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On a crisp, fall afternoon, I went to the movie theater with my family. After my lengthy testament to its pro-life message, we decided on seeing The Giver. Before I saw the movie, I read the book and was quite impressed with it. And, from a reader’s perspective, I can say that the movie was confined to the original plot of the book.
As The Giver progressed, we see Jonas (the main character) struggle with a feeling of displacement. He felt different from everyone else in his community and (*spoiler alert*) he is later revealed to have a knowledge beyond conventional comprehension.
Jonas is unique in that he can see color, while everyone else in his community sees white, grey, and black (I read a local review that thought the lack of color represented our culture’s moral ambiguity). As the culture’s morals start to blend into shades of grey, those that have a value of life instilled in them will see colors vibrantly.
As this community’s morals blurred together into an ambiguous monster where political correctness remained sovereign, babies were being killed. Children in Jonas’ community that did not achieve the government’s weight requirement were murdered.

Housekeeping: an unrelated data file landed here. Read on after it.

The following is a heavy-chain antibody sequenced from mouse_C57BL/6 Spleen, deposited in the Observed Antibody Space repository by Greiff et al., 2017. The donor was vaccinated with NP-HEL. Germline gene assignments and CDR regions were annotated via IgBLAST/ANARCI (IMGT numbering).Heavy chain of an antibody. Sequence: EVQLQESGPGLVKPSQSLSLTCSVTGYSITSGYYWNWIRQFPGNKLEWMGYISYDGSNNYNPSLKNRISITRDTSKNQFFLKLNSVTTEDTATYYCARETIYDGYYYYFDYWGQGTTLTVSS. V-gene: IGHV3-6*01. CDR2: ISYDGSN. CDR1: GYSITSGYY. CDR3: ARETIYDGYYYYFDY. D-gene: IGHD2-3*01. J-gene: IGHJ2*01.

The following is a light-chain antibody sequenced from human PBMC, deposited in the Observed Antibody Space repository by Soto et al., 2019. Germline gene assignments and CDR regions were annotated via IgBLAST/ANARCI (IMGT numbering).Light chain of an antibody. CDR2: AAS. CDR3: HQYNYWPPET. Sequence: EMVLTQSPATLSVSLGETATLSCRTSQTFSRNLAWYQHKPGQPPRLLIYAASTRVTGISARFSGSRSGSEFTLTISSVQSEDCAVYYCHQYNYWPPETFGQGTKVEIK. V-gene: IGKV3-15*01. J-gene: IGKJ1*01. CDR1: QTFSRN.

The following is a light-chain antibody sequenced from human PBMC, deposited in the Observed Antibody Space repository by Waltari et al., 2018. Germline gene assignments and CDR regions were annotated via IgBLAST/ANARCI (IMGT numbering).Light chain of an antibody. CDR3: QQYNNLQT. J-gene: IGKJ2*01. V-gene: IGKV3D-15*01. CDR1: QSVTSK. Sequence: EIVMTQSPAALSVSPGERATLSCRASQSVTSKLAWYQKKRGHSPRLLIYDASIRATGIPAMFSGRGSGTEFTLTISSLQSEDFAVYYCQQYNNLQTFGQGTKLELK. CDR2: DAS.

For me, this part of the film represented the viability argument. When pro-abortion activists claim that the baby isn’t “human enough,” their logic reflects that of the community members who killed the “unfit.”
The truth Jonas uncovered is that a human is always a human. Whether they are 5 oz. under the weight requirement, or 5 months away from birth, a human is always a human.
Jonas risked his life to save one of these babies who didn’t meet the goal. He trekked through desert and mountainous regions to save just one life. Due to his ability to see beyond what others in his community couldn’t see, he was able to save much more than just this child’s life and even brought moral truth and freedom back to his world.
I strongly encourage anyone 13 and up to see this film. The Giver is a strong affirmation to the value of all life and it showed the importance of standing up for the voiceless.
Featured image: Shutterstock.com
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